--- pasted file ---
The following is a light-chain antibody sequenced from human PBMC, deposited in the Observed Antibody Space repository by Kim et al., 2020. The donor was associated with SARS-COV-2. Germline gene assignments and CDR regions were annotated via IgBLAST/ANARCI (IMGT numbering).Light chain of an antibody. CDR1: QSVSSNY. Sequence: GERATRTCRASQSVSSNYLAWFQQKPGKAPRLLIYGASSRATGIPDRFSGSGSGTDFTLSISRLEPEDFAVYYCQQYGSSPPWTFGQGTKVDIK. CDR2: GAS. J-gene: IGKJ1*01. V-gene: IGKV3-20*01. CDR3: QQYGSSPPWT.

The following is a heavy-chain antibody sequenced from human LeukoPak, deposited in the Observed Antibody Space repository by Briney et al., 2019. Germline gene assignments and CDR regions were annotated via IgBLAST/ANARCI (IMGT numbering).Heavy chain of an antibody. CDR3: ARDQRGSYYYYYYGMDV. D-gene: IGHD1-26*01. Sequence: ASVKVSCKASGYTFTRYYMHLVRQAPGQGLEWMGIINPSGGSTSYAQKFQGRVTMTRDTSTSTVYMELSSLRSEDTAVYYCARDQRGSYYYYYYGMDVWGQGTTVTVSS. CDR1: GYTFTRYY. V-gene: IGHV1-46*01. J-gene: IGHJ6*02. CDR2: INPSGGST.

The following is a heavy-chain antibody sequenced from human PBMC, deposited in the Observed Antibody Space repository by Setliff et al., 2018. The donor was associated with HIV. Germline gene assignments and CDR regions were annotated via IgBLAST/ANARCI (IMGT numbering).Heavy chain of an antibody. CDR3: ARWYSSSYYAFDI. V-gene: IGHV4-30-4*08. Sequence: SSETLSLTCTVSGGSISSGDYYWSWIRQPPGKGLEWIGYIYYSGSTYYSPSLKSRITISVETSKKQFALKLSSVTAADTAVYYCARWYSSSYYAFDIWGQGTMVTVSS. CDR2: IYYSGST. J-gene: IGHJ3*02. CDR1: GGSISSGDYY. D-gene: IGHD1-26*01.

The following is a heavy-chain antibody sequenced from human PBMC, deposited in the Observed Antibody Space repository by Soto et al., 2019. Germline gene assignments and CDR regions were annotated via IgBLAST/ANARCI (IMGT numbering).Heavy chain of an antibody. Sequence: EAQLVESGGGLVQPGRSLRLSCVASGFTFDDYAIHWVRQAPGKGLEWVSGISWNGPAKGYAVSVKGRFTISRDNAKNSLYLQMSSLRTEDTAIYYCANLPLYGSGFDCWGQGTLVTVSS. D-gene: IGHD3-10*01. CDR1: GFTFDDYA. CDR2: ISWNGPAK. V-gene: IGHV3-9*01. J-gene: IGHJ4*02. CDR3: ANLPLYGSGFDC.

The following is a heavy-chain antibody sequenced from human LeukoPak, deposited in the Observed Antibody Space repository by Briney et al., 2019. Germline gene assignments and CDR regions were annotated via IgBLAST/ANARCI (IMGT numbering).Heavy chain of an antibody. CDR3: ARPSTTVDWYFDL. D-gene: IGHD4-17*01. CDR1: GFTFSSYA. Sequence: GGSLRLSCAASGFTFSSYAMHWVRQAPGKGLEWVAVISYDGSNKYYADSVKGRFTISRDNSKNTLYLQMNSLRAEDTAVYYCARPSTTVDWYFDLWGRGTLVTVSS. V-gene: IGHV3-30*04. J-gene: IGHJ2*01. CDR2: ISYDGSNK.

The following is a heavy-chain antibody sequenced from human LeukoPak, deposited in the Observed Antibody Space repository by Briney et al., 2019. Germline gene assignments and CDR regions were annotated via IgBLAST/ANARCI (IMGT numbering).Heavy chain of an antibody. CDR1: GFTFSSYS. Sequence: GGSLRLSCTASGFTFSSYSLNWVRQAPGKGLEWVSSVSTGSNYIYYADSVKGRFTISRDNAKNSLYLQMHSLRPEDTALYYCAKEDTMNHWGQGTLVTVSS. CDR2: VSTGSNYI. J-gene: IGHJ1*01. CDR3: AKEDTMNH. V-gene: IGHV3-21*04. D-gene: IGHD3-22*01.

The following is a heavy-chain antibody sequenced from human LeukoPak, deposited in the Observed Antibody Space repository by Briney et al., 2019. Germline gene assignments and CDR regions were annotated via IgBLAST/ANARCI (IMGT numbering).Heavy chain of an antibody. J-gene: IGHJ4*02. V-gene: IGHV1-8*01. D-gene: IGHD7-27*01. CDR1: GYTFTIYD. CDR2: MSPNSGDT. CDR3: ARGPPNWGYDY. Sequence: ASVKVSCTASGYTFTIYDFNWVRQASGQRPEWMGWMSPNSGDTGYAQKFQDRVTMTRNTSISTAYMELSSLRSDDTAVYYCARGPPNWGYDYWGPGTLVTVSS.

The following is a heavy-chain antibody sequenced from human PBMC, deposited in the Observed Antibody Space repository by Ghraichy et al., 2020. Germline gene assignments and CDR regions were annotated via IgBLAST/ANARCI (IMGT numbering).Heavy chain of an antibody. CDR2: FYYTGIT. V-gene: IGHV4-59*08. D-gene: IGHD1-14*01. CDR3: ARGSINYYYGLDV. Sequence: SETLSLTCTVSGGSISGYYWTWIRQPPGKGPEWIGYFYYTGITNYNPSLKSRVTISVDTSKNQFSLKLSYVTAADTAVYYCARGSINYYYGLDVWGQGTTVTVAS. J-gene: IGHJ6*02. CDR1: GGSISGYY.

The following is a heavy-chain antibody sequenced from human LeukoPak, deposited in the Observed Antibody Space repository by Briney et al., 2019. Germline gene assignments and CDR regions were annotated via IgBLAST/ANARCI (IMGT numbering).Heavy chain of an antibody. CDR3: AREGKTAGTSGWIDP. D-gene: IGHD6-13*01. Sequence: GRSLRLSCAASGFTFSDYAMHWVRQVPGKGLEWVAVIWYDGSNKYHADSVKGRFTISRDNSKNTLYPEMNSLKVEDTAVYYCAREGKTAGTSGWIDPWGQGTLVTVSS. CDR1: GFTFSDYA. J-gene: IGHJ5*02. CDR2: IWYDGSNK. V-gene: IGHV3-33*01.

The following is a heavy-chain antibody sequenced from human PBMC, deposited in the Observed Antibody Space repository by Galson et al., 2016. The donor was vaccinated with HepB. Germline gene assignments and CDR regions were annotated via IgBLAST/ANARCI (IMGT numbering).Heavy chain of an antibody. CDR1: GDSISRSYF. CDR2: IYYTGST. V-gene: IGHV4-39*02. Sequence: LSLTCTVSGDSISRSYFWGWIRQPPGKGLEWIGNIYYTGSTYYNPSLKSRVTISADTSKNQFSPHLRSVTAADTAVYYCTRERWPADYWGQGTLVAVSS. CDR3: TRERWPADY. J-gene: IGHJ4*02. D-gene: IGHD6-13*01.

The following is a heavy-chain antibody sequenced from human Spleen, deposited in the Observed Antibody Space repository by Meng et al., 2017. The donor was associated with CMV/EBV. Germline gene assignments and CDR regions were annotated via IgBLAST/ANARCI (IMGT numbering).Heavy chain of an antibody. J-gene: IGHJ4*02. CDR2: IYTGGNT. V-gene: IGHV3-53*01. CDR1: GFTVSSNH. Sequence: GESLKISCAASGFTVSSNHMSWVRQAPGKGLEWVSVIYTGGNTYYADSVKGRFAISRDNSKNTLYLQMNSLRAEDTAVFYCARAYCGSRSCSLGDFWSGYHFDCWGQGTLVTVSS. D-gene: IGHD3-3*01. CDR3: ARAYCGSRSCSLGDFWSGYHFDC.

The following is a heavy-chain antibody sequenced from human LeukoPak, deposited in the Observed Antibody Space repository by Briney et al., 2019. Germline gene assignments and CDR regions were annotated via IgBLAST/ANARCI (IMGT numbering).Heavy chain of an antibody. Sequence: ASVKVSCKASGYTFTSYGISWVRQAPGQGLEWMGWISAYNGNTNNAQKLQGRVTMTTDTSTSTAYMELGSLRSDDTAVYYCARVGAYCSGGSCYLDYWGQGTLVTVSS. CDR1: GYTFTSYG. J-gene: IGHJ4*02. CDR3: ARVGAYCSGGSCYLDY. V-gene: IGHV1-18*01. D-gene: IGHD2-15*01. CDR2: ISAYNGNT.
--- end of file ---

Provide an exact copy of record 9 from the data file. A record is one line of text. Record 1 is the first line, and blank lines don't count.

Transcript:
The following is a heavy-chain antibody sequenced from human LeukoPak, deposited in the Observed Antibody Space repository by Briney et al., 2019. Germline gene assignments and CDR regions were annotated via IgBLAST/ANARCI (IMGT numbering).Heavy chain of an antibody. CDR3: AREGKTAGTSGWIDP. D-gene: IGHD6-13*01. Sequence: GRSLRLSCAASGFTFSDYAMHWVRQVPGKGLEWVAVIWYDGSNKYHADSVKGRFTISRDNSKNTLYPEMNSLKVEDTAVYYCAREGKTAGTSGWIDPWGQGTLVTVSS. CDR1: GFTFSDYA. J-gene: IGHJ5*02. CDR2: IWYDGSNK. V-gene: IGHV3-33*01.